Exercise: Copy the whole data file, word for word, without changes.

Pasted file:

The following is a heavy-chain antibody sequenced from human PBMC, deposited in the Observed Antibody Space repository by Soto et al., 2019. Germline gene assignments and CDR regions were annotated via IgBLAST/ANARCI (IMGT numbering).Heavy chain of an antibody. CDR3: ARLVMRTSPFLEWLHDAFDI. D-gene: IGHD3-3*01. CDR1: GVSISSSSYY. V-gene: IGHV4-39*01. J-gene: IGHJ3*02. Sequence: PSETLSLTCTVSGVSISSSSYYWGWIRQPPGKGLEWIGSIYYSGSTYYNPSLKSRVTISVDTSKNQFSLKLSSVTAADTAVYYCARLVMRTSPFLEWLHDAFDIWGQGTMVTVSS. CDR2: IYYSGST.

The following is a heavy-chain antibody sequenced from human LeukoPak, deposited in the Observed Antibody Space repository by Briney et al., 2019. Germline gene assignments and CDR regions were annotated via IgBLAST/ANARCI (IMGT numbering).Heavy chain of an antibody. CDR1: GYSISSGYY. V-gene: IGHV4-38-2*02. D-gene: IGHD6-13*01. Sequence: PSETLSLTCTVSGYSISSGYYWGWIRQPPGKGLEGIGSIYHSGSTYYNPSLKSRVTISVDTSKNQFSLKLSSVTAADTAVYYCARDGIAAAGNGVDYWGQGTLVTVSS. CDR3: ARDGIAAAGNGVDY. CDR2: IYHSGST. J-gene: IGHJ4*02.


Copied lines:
The following is a heavy-chain antibody sequenced from human PBMC, deposited in the Observed Antibody Space repository by Soto et al., 2019. Germline gene assignments and CDR regions were annotated via IgBLAST/ANARCI (IMGT numbering).Heavy chain of an antibody. CDR3: ARLVMRTSPFLEWLHDAFDI. D-gene: IGHD3-3*01. CDR1: GVSISSSSYY. V-gene: IGHV4-39*01. J-gene: IGHJ3*02. Sequence: PSETLSLTCTVSGVSISSSSYYWGWIRQPPGKGLEWIGSIYYSGSTYYNPSLKSRVTISVDTSKNQFSLKLSSVTAADTAVYYCARLVMRTSPFLEWLHDAFDIWGQGTMVTVSS. CDR2: IYYSGST.

The following is a heavy-chain antibody sequenced from human LeukoPak, deposited in the Observed Antibody Space repository by Briney et al., 2019. Germline gene assignments and CDR regions were annotated via IgBLAST/ANARCI (IMGT numbering).Heavy chain of an antibody. CDR1: GYSISSGYY. V-gene: IGHV4-38-2*02. D-gene: IGHD6-13*01. Sequence: PSETLSLTCTVSGYSISSGYYWGWIRQPPGKGLEGIGSIYHSGSTYYNPSLKSRVTISVDTSKNQFSLKLSSVTAADTAVYYCARDGIAAAGNGVDYWGQGTLVTVSS. CDR3: ARDGIAAAGNGVDY. CDR2: IYHSGST. J-gene: IGHJ4*02.